One woman got punched in the head, twice, another got grabbed by the throat and had claw marks down her chest. Another went to jail.
The dog, however, emerged uninjured.
As the weather warms up and people leave pets in the car while they run errands, and other people keep an eye out for those pets lest they perish in the car, an incident last week over a dog left in an SUV shows how volatile and aggressive humans can be when it comes to dogs.
A Poulsbo woman who routinely patrols parking lots looking for dogs in distress applauded the women who removed the dog last Tuesday, as well as the Bremerton Police officer who said the dog removers acted “in good faith” and were not cited. However, she thinks lawmakers need to write a law making sure good Samaritans are protected.
Here is what happened:
A 52-year-old Port Orchard woman took her friend’s teenage daughters to a show at the movie theater on Fourth Street in Bremerton. She left her dog inside her car. She cracked the windows and left it a bowl of water.
Meanwhile, employees of a nearby business believed the unseasonably warm weather and direct sunlight was putting the dog in distress (A National Weather Service meteorologist said the high for the day was 61 degrees). They called police for a check on the dog, but nobody arrived. They tried breaking the window, to no avail.
One of the employees – the one who got choked – has skinny arms and she was able to reach into the SUV and unlock the door, releasing the dog.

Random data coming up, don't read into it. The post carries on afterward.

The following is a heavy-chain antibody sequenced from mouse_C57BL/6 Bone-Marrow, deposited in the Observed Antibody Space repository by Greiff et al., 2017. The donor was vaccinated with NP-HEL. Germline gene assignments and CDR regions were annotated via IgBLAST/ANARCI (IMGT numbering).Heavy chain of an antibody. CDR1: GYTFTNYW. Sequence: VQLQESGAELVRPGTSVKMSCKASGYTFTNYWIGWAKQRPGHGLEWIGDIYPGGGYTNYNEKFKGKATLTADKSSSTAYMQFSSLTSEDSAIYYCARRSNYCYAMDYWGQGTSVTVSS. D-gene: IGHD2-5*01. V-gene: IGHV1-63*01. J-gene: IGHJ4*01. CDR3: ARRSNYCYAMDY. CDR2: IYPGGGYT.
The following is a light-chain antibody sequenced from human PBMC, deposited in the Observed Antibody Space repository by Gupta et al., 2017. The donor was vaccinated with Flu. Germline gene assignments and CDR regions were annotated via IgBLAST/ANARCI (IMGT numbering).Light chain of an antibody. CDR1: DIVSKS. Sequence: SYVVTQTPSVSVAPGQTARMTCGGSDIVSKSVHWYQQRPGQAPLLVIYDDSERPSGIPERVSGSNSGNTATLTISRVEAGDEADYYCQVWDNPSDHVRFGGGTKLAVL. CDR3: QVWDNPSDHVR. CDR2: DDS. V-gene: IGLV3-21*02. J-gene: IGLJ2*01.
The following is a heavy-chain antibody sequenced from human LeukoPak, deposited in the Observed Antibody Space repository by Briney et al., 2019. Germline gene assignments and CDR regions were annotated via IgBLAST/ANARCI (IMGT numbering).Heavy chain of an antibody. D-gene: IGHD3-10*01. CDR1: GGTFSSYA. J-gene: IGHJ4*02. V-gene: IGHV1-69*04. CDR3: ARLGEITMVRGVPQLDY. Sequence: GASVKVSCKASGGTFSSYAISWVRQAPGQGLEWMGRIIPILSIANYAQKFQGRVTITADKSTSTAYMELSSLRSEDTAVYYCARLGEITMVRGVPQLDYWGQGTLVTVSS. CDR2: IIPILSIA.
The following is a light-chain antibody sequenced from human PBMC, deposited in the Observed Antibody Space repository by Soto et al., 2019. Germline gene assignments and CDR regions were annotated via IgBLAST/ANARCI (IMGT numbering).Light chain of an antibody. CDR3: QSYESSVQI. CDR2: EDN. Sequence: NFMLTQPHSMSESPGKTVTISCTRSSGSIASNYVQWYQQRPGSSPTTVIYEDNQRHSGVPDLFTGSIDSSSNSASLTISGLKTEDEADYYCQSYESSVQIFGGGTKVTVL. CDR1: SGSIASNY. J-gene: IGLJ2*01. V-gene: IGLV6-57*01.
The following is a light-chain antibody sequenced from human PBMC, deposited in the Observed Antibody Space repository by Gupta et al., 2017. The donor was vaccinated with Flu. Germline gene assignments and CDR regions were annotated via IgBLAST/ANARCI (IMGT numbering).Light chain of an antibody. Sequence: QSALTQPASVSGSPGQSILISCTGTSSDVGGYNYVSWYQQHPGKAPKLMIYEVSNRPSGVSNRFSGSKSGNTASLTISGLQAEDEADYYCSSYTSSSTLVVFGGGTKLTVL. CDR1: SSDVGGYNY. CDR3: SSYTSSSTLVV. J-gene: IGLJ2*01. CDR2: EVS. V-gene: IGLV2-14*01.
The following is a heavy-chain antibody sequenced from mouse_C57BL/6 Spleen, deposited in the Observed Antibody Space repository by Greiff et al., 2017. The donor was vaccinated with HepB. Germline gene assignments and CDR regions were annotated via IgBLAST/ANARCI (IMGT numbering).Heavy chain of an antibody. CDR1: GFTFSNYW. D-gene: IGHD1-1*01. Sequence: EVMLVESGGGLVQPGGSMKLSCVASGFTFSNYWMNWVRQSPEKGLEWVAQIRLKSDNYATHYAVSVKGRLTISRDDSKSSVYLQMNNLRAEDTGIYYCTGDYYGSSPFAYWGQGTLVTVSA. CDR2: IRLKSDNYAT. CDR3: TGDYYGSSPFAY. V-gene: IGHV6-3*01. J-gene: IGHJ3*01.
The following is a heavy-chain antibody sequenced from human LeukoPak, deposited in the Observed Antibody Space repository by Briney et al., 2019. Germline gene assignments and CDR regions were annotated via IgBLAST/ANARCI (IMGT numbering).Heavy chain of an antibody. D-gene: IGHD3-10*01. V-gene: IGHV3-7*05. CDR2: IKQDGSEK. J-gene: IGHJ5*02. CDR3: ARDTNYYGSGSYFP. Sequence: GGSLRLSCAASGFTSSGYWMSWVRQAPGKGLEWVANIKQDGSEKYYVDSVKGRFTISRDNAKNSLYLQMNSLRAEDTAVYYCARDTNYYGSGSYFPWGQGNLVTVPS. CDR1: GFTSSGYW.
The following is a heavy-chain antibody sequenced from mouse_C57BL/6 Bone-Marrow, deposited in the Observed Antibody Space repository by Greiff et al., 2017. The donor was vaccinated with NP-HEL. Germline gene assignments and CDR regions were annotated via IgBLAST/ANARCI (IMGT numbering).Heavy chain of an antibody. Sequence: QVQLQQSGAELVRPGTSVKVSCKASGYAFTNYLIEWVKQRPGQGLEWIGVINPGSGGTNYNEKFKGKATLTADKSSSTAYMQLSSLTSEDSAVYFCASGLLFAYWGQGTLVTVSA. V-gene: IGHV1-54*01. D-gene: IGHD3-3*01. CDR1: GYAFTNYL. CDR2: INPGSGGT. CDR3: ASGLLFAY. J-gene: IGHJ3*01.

When the 52-year-old Port Orchard woman returned from watching a movie, all hell broke loose. At first she thought the dog had been stolen, so she called 911. While on the phone, the employees approached her with the dog.
The employee said the Port Orchard woman was calm at first, but then attacked her. The Port Orchard woman said she felt threatened. During the punching, the other employee tried to intervene, the report said, but that’s when the suspect grabbed her by the throat. The two teenage girls were shocked by what they saw and refused to go with the woman.
The Port Orchard woman’s husband came and said he would take the dog, the teenage girls and the SUV. The woman was arrested for two counts of fourth-degree assault. When she inquired about the removal of her dog, the officer said, “It appeared that it was a good faith effort for the safety of the dog,” according to the report.
Last summer I wrote about Sandra Crump, who almost instinctively roves parking lots on hot days looking for dogs left in cars.
She knows how quickly those confrontations can escalate. She has never been punched or grabbed by the throat, but one time an “elderly gentleman” started swinging his cane at her, using “filthy and vile language.”
“He limped through parking lot after me, his wife was aghast,” she said, who has a sense of humor about herself, and has called her fixation on looking for overheated dogs a “curse.”
It can also lead to violent encounters. You never know who you might be upsetting, or what kind of frame of mind they might be in when you confront them.
“I guess they are embarrassed,” she said of those she has confronted. “People don’t want to be told don’t beat your kid. ‘It’s my kid.’ People don’t want to have others interfere with their property. But (a dog) has rights.”
Crump believes state lawmakers should clarify that a residents will not be subject to prosecution, although local law enforcement officials have said if one acts in good faith to save a life — dog or human or otherwise — they are unlikely to get in trouble for breaking a window or entering somebody else’s car.
Aside from legal protections, Crump said a new law would raise awareness and might help eliminate the practice of leaving dogs in cars entirely.
She said she was relieved to hear about the people who freed the dog last week, saying it made her feel less lonely.
“I’m not the only nutcase out there,” she said.